Signing authority is concerned with who can sign legally enforceable contracts and agreements.
“Legally enforceable” means that, should one party fail to live up to its obligations, the other party(ies) may seek a remedy in a court of law.
Some agreements are not legally enforceable, meaning that they state the parties’ intentions, but the failure to carry through on these intentions does not create a legal liability (such as the obligation to pay for the damages caused by the failure).
Whether a document is legally enforceable depends on the content of the document. The document’s title gives a clue, but is not determinative. For example, Memoranda of Understanding, and Letters of Intent are usually intended to be not legally enforceable, but frequently contain certain provisions that are legally enforceable, such as confidentiality and non-disclosure provisions.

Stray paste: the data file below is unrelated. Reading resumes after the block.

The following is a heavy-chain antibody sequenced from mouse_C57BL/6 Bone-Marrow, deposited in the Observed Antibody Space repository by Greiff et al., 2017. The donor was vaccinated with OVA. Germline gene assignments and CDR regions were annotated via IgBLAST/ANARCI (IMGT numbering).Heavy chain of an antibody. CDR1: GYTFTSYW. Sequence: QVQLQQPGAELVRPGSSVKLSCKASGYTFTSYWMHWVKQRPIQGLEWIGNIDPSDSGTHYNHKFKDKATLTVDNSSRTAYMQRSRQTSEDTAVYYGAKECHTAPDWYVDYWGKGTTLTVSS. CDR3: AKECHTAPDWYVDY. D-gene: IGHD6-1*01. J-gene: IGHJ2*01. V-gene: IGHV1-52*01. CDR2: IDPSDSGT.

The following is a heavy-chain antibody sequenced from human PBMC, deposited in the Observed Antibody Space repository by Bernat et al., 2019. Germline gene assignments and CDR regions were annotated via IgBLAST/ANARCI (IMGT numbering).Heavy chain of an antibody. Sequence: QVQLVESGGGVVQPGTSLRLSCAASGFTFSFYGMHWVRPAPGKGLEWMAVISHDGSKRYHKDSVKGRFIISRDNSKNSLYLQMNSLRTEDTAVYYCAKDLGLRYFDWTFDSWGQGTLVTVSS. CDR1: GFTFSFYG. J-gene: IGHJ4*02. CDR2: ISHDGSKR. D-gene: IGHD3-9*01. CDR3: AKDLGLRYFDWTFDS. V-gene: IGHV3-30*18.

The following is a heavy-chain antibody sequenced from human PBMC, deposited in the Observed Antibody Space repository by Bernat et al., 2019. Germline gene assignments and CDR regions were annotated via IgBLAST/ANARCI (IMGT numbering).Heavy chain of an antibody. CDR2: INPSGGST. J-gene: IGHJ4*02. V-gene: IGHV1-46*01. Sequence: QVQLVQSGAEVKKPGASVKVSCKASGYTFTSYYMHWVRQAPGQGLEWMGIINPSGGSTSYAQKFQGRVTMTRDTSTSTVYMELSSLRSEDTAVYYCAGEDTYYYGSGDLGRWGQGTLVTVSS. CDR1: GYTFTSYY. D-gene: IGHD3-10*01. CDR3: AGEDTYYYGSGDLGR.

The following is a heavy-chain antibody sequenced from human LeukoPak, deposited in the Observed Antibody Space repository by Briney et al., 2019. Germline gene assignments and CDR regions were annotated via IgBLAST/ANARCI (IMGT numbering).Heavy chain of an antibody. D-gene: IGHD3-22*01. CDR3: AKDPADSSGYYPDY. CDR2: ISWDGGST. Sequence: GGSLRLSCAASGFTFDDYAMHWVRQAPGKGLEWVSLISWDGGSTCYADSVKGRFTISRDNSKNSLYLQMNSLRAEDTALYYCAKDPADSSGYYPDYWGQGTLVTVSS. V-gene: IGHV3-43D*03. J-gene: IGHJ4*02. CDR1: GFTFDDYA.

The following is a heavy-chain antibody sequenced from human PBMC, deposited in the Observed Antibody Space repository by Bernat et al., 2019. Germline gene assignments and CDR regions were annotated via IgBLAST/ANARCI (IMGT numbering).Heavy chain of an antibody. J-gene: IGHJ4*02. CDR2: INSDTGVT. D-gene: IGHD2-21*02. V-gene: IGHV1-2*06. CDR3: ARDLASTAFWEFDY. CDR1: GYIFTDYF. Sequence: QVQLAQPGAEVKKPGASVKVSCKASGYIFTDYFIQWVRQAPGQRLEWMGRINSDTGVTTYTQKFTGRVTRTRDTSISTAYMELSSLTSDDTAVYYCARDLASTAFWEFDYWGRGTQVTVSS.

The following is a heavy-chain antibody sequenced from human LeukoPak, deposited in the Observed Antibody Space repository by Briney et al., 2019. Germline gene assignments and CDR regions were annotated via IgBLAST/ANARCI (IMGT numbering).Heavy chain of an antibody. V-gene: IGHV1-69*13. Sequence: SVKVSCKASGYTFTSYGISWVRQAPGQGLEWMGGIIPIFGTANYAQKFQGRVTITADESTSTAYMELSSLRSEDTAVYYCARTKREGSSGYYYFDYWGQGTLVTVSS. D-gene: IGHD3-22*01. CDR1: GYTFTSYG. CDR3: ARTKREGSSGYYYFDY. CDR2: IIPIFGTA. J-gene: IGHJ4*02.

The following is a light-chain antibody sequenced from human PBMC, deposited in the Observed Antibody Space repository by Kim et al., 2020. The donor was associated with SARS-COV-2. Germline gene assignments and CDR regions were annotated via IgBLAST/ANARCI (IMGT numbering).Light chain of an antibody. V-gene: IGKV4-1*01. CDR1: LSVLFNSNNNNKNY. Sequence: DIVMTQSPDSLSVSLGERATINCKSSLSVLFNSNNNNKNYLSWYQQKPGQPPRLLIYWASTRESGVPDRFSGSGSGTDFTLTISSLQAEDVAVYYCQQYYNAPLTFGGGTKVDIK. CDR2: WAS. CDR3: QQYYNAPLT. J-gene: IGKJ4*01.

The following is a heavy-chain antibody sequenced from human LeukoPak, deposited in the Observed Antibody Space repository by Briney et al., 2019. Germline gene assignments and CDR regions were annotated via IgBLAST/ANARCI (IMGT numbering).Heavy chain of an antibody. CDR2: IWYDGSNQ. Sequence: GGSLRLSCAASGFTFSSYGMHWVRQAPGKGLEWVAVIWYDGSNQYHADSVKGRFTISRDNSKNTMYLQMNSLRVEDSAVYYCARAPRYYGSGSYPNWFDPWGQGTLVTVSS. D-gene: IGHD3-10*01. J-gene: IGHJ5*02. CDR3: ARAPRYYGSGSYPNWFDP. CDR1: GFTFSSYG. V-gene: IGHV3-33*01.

It is important to note that agreements that are not legally enforceable are nonetheless important and must only be entered into with proper due diligence and consideration of all of the relevant circumstances. Breaching a not legally binding agreement may result in adverse consequences to the University, such as reputational damage. Therefore careful consideration must be given to who must first approve such an agreement; and it may be that the appropriate signatories should nonetheless be those identified in UBC’s signing resolutions.